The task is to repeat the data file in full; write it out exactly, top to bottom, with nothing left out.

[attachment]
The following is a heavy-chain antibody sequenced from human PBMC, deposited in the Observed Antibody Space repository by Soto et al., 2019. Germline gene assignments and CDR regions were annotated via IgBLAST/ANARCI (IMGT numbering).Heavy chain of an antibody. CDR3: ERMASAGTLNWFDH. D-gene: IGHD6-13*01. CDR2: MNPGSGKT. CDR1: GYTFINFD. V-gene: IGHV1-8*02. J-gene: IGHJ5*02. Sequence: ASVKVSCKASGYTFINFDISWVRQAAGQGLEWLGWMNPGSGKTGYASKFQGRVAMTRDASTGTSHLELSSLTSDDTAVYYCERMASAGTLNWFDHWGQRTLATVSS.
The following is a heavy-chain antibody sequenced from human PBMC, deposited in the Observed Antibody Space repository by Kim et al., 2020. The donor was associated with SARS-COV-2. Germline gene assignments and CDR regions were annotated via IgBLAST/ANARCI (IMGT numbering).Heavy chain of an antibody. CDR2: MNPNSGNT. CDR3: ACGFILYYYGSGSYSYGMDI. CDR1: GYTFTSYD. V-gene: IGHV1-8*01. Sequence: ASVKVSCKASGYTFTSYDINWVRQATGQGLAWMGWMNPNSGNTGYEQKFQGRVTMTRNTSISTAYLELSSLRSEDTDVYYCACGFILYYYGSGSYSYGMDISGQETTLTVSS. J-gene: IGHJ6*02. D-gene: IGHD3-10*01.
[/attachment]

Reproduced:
The following is a heavy-chain antibody sequenced from human PBMC, deposited in the Observed Antibody Space repository by Soto et al., 2019. Germline gene assignments and CDR regions were annotated via IgBLAST/ANARCI (IMGT numbering).Heavy chain of an antibody. CDR3: ERMASAGTLNWFDH. D-gene: IGHD6-13*01. CDR2: MNPGSGKT. CDR1: GYTFINFD. V-gene: IGHV1-8*02. J-gene: IGHJ5*02. Sequence: ASVKVSCKASGYTFINFDISWVRQAAGQGLEWLGWMNPGSGKTGYASKFQGRVAMTRDASTGTSHLELSSLTSDDTAVYYCERMASAGTLNWFDHWGQRTLATVSS.
The following is a heavy-chain antibody sequenced from human PBMC, deposited in the Observed Antibody Space repository by Kim et al., 2020. The donor was associated with SARS-COV-2. Germline gene assignments and CDR regions were annotated via IgBLAST/ANARCI (IMGT numbering).Heavy chain of an antibody. CDR2: MNPNSGNT. CDR3: ACGFILYYYGSGSYSYGMDI. CDR1: GYTFTSYD. V-gene: IGHV1-8*01. Sequence: ASVKVSCKASGYTFTSYDINWVRQATGQGLAWMGWMNPNSGNTGYEQKFQGRVTMTRNTSISTAYLELSSLRSEDTDVYYCACGFILYYYGSGSYSYGMDISGQETTLTVSS. J-gene: IGHJ6*02. D-gene: IGHD3-10*01.